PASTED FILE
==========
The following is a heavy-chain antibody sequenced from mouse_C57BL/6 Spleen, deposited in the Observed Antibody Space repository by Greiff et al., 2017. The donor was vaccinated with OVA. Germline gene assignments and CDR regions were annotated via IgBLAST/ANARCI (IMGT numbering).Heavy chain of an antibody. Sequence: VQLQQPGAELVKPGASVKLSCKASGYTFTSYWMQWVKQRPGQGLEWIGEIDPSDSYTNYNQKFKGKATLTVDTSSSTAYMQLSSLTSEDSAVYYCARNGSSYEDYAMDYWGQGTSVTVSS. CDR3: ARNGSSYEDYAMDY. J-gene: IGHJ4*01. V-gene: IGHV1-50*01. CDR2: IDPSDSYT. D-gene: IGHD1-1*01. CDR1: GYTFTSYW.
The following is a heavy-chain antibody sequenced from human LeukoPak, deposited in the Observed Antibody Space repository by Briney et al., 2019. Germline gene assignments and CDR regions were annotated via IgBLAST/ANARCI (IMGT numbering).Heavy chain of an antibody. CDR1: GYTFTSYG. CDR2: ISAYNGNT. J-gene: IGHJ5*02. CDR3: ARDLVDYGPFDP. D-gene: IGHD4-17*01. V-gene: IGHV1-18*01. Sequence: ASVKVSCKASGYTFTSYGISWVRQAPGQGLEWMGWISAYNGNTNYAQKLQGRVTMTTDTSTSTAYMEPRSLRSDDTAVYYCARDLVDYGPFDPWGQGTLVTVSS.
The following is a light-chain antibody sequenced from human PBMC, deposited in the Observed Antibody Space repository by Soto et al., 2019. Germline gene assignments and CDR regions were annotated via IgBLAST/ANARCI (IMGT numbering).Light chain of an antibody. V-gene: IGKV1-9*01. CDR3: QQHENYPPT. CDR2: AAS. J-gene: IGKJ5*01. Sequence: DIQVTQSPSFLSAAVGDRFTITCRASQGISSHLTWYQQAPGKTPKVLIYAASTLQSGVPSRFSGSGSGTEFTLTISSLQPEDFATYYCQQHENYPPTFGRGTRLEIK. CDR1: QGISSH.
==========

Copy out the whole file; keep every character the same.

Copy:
The following is a heavy-chain antibody sequenced from mouse_C57BL/6 Spleen, deposited in the Observed Antibody Space repository by Greiff et al., 2017. The donor was vaccinated with OVA. Germline gene assignments and CDR regions were annotated via IgBLAST/ANARCI (IMGT numbering).Heavy chain of an antibody. Sequence: VQLQQPGAELVKPGASVKLSCKASGYTFTSYWMQWVKQRPGQGLEWIGEIDPSDSYTNYNQKFKGKATLTVDTSSSTAYMQLSSLTSEDSAVYYCARNGSSYEDYAMDYWGQGTSVTVSS. CDR3: ARNGSSYEDYAMDY. J-gene: IGHJ4*01. V-gene: IGHV1-50*01. CDR2: IDPSDSYT. D-gene: IGHD1-1*01. CDR1: GYTFTSYW.
The following is a heavy-chain antibody sequenced from human LeukoPak, deposited in the Observed Antibody Space repository by Briney et al., 2019. Germline gene assignments and CDR regions were annotated via IgBLAST/ANARCI (IMGT numbering).Heavy chain of an antibody. CDR1: GYTFTSYG. CDR2: ISAYNGNT. J-gene: IGHJ5*02. CDR3: ARDLVDYGPFDP. D-gene: IGHD4-17*01. V-gene: IGHV1-18*01. Sequence: ASVKVSCKASGYTFTSYGISWVRQAPGQGLEWMGWISAYNGNTNYAQKLQGRVTMTTDTSTSTAYMEPRSLRSDDTAVYYCARDLVDYGPFDPWGQGTLVTVSS.
The following is a light-chain antibody sequenced from human PBMC, deposited in the Observed Antibody Space repository by Soto et al., 2019. Germline gene assignments and CDR regions were annotated via IgBLAST/ANARCI (IMGT numbering).Light chain of an antibody. V-gene: IGKV1-9*01. CDR3: QQHENYPPT. CDR2: AAS. J-gene: IGKJ5*01. Sequence: DIQVTQSPSFLSAAVGDRFTITCRASQGISSHLTWYQQAPGKTPKVLIYAASTLQSGVPSRFSGSGSGTEFTLTISSLQPEDFATYYCQQHENYPPTFGRGTRLEIK. CDR1: QGISSH.